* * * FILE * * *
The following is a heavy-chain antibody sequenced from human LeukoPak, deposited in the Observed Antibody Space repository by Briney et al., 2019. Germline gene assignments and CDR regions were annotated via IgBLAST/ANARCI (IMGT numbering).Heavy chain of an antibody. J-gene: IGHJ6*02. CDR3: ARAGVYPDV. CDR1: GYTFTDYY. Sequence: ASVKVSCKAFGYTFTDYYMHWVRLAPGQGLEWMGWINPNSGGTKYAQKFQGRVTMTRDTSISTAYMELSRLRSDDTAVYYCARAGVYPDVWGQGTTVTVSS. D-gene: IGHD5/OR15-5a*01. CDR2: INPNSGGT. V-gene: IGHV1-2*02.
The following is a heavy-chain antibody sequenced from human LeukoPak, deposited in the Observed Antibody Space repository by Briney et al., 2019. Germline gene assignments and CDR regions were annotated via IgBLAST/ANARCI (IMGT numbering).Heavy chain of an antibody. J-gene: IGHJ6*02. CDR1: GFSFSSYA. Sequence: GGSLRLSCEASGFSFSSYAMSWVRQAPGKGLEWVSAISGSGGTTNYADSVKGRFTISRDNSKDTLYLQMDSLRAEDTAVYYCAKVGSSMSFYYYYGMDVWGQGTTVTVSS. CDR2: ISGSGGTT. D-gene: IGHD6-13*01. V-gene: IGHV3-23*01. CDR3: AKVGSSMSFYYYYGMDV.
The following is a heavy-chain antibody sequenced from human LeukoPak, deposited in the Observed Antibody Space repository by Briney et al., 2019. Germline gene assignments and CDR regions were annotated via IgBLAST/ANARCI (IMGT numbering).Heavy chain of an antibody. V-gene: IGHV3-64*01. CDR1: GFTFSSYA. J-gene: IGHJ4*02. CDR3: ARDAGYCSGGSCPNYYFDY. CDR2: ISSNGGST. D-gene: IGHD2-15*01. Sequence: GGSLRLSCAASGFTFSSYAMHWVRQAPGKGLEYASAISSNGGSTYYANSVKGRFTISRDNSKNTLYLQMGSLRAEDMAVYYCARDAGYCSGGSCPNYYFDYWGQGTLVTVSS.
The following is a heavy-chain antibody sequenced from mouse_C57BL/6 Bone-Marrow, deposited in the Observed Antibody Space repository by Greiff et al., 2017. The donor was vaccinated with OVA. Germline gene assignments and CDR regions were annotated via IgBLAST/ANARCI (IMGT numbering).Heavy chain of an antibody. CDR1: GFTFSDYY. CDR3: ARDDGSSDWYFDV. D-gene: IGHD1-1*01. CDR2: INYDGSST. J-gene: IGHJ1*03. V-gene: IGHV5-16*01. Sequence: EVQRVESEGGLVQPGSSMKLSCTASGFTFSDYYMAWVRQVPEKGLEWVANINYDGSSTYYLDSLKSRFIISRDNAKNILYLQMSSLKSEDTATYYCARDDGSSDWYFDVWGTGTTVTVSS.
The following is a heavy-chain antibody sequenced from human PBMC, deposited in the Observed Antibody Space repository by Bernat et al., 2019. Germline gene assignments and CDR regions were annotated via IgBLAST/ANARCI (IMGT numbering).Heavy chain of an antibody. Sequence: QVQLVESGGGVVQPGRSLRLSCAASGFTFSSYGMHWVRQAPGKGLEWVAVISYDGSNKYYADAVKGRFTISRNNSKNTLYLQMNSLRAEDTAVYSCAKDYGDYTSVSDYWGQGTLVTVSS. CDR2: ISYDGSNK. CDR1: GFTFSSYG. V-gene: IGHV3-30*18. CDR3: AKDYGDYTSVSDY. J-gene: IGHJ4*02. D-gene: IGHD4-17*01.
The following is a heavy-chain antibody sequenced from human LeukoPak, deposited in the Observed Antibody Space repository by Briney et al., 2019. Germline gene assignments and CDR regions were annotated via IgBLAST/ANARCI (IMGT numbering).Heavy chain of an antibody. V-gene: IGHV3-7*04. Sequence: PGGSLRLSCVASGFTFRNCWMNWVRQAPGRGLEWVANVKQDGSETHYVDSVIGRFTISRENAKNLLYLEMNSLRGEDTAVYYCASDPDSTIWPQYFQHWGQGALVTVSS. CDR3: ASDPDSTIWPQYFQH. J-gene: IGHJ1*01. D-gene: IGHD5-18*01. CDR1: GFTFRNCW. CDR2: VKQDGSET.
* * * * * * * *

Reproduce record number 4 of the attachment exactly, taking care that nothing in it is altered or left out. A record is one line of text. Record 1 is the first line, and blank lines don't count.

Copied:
The following is a heavy-chain antibody sequenced from mouse_C57BL/6 Bone-Marrow, deposited in the Observed Antibody Space repository by Greiff et al., 2017. The donor was vaccinated with OVA. Germline gene assignments and CDR regions were annotated via IgBLAST/ANARCI (IMGT numbering).Heavy chain of an antibody. CDR1: GFTFSDYY. CDR3: ARDDGSSDWYFDV. D-gene: IGHD1-1*01. CDR2: INYDGSST. J-gene: IGHJ1*03. V-gene: IGHV5-16*01. Sequence: EVQRVESEGGLVQPGSSMKLSCTASGFTFSDYYMAWVRQVPEKGLEWVANINYDGSSTYYLDSLKSRFIISRDNAKNILYLQMSSLKSEDTATYYCARDDGSSDWYFDVWGTGTTVTVSS.